By Daniel Burke
c. 2008 Religion News Service

(UNDATED) After a natural disaster strikes in the United States, the question almost immediately arises: Where was God? Or, did God allow this to happen?
Half a world away, as Myanmar digs out from a devastating cyclone that experts say could claim 100,000 lives or more, the question — and answer — are quite different.
About 80 percent of Myanmar’s estimated 52 million people are Buddhist, and many there rely on the principle of karma to explain the storm, scholars say.

Specifically, many Myanmar people believe Cyclone Nargis is a karmic consequence of military rulers’ brutal crackdown on Buddhist monks last fall, said Ingrid Jordt, an anthropology professor at the University of Wisconsin-Milwaukee who was once a Buddhist nun in Myanmar and maintains ties there.
“The immediate explanation was: This is retribution for killing monks,” Jordt said. “In any cataclysm, human beings seek to make sense of something that completely destroys the continuity of life. It’s an attempt to bring the world back into harmony.”
The word “karma” is often misunderstood by Westerners as one’s inescapable destiny, scholars say. In Sanskrit, the word means “action” and refers to the act that creates one’s fate, not fate itself. For Buddhists, particularly those in Southeast Asia, karma regulates morality as firmly as Newton’s law rules motion: to every action there is an equal and opposite reaction.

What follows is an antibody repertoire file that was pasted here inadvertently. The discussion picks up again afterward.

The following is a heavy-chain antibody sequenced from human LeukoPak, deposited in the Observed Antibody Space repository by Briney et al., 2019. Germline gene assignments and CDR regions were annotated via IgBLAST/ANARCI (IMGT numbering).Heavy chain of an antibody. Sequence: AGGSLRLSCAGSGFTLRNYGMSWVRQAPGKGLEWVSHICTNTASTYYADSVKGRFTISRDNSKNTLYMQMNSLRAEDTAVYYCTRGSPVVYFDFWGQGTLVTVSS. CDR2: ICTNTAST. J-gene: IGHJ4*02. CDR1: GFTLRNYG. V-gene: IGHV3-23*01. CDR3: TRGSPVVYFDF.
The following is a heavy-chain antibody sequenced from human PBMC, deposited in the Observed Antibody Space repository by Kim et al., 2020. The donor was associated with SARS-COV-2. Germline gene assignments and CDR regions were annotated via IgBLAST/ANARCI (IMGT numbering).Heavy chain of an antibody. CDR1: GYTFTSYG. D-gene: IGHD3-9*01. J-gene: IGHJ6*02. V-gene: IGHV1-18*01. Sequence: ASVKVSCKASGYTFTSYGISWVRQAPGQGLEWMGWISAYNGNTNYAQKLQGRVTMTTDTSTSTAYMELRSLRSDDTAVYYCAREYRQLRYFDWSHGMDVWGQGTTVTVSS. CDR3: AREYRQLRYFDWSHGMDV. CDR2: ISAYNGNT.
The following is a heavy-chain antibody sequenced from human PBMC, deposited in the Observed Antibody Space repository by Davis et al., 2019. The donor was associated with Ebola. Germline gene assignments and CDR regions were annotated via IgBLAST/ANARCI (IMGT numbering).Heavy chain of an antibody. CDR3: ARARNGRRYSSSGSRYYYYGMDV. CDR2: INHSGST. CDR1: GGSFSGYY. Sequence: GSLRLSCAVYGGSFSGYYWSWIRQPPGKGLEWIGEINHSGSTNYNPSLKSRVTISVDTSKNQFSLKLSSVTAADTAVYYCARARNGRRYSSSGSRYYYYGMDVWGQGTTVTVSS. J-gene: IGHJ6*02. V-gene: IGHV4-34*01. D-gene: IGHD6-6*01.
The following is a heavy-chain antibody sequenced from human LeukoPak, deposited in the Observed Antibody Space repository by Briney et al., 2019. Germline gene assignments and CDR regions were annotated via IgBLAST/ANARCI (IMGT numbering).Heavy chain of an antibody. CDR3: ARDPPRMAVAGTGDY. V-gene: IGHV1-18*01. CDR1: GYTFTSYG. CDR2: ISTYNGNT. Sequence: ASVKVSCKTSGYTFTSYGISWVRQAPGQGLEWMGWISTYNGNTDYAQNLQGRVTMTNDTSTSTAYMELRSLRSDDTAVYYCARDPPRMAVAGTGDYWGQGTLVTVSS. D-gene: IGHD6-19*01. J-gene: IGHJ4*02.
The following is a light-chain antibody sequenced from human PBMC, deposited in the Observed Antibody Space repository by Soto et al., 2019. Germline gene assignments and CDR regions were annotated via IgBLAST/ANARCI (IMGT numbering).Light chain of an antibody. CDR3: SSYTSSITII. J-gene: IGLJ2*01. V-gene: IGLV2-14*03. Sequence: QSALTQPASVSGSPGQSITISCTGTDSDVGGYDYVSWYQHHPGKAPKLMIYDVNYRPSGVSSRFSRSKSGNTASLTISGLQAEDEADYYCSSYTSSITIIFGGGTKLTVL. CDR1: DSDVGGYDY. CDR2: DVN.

Karma extends to other Buddhist traditions as well. The Dalai Lama has reportedly said that Tibet’s loss of sovereignty in the 1950s can be at least partially attributed to his country’s feudal past. A spokesman for the exiled spiritual leader could not be reached Thursday (May 8) to clarify his comments.
Hindus also believe in karma. Gandhi claimed that a 1934 earthquake was punishment for India’s harsh treatment of its perpetually lower-class “untouchables,” Indian author Arvind Sharma has written.
A distant echo of such ideas can perhaps be heard in Christian leaders who tied the 9/11 attacks and Hurricane Katrina to sexual immorality in New York City and New Orleans.
American Zen Buddhist and author Brad Warner said blaming Myanmar’s cyclone on bad karma hues uncomfortably close to those ideas.
“To me it sounds like we’re just substituting karma for God,” he said.
And with so many innocent victims, karma seems a harsh and indiscriminate explanation, Warner said.
But in Myanmar, weather is tied to rulers’ behavior, Jordt said.
Forecasts in the country’s state-run papers almost always read, “The weather is fair throughout the land.” It’s a way of saying everything is OK karmawise, Jordt said.
But last fall the military junta imprisoned or killed dozens of Buddhist monks who took to the streets to protest rapid inflation. Monks are revered in Myanmar and violence against them is thought to buy one a ticket to hell.
After that, Jordt said, “people knew something was going to happen.”
Copyright 2008 Religion News Service. All rights reserved. No part of this transmission may be distributed or reproduced without written permission.

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